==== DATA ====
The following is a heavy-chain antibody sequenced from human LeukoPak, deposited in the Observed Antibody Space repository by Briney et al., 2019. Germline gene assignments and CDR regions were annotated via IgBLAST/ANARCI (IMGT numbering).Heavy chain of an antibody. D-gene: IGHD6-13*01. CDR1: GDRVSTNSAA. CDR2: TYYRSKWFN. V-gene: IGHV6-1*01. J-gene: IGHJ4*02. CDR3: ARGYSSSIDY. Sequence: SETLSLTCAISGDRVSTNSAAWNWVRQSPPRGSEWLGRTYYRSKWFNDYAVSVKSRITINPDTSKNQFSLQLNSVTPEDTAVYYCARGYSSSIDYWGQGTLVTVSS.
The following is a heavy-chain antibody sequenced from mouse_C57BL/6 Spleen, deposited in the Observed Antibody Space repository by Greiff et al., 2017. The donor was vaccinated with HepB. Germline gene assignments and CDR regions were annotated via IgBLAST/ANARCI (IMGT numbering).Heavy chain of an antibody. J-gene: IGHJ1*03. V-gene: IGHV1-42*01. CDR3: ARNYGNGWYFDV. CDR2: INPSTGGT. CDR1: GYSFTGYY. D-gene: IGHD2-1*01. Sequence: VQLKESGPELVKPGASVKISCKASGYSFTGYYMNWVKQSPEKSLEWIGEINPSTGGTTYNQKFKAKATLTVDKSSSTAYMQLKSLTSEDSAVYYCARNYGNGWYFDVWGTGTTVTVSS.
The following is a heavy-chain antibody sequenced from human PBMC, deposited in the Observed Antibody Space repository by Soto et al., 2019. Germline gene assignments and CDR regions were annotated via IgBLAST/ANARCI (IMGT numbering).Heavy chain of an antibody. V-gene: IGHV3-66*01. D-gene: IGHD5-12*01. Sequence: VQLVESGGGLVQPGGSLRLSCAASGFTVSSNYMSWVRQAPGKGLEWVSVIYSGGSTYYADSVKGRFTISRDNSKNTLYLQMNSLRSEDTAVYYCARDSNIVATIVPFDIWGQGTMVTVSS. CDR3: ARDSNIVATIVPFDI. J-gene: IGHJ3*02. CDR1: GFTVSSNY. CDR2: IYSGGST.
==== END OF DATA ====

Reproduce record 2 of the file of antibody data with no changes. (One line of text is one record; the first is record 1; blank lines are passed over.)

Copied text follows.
The following is a heavy-chain antibody sequenced from mouse_C57BL/6 Spleen, deposited in the Observed Antibody Space repository by Greiff et al., 2017. The donor was vaccinated with HepB. Germline gene assignments and CDR regions were annotated via IgBLAST/ANARCI (IMGT numbering).Heavy chain of an antibody. J-gene: IGHJ1*03. V-gene: IGHV1-42*01. CDR3: ARNYGNGWYFDV. CDR2: INPSTGGT. CDR1: GYSFTGYY. D-gene: IGHD2-1*01. Sequence: VQLKESGPELVKPGASVKISCKASGYSFTGYYMNWVKQSPEKSLEWIGEINPSTGGTTYNQKFKAKATLTVDKSSSTAYMQLKSLTSEDSAVYYCARNYGNGWYFDVWGTGTTVTVSS.